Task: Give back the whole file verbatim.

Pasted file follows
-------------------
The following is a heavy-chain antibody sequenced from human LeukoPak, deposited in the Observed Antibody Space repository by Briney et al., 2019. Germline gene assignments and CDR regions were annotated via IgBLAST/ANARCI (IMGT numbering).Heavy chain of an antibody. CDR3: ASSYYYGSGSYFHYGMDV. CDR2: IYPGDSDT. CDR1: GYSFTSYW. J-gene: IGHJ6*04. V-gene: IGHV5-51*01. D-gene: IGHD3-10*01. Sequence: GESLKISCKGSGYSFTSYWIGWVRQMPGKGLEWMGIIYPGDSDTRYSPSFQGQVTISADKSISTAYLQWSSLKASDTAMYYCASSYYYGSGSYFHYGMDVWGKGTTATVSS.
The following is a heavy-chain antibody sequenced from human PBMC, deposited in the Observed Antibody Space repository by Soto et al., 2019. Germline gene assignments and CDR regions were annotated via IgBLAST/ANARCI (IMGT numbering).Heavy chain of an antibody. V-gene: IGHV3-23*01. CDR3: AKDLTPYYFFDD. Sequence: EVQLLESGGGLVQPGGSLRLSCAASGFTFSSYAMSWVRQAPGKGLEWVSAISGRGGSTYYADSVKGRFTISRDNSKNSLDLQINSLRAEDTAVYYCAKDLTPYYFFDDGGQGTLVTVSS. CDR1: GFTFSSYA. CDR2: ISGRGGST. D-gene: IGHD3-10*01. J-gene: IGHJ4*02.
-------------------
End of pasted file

The following is a heavy-chain antibody sequenced from human LeukoPak, deposited in the Observed Antibody Space repository by Briney et al., 2019. Germline gene assignments and CDR regions were annotated via IgBLAST/ANARCI (IMGT numbering).Heavy chain of an antibody. CDR3: ASSYYYGSGSYFHYGMDV. CDR2: IYPGDSDT. CDR1: GYSFTSYW. J-gene: IGHJ6*04. V-gene: IGHV5-51*01. D-gene: IGHD3-10*01. Sequence: GESLKISCKGSGYSFTSYWIGWVRQMPGKGLEWMGIIYPGDSDTRYSPSFQGQVTISADKSISTAYLQWSSLKASDTAMYYCASSYYYGSGSYFHYGMDVWGKGTTATVSS.
The following is a heavy-chain antibody sequenced from human PBMC, deposited in the Observed Antibody Space repository by Soto et al., 2019. Germline gene assignments and CDR regions were annotated via IgBLAST/ANARCI (IMGT numbering).Heavy chain of an antibody. V-gene: IGHV3-23*01. CDR3: AKDLTPYYFFDD. Sequence: EVQLLESGGGLVQPGGSLRLSCAASGFTFSSYAMSWVRQAPGKGLEWVSAISGRGGSTYYADSVKGRFTISRDNSKNSLDLQINSLRAEDTAVYYCAKDLTPYYFFDDGGQGTLVTVSS. CDR1: GFTFSSYA. CDR2: ISGRGGST. D-gene: IGHD3-10*01. J-gene: IGHJ4*02.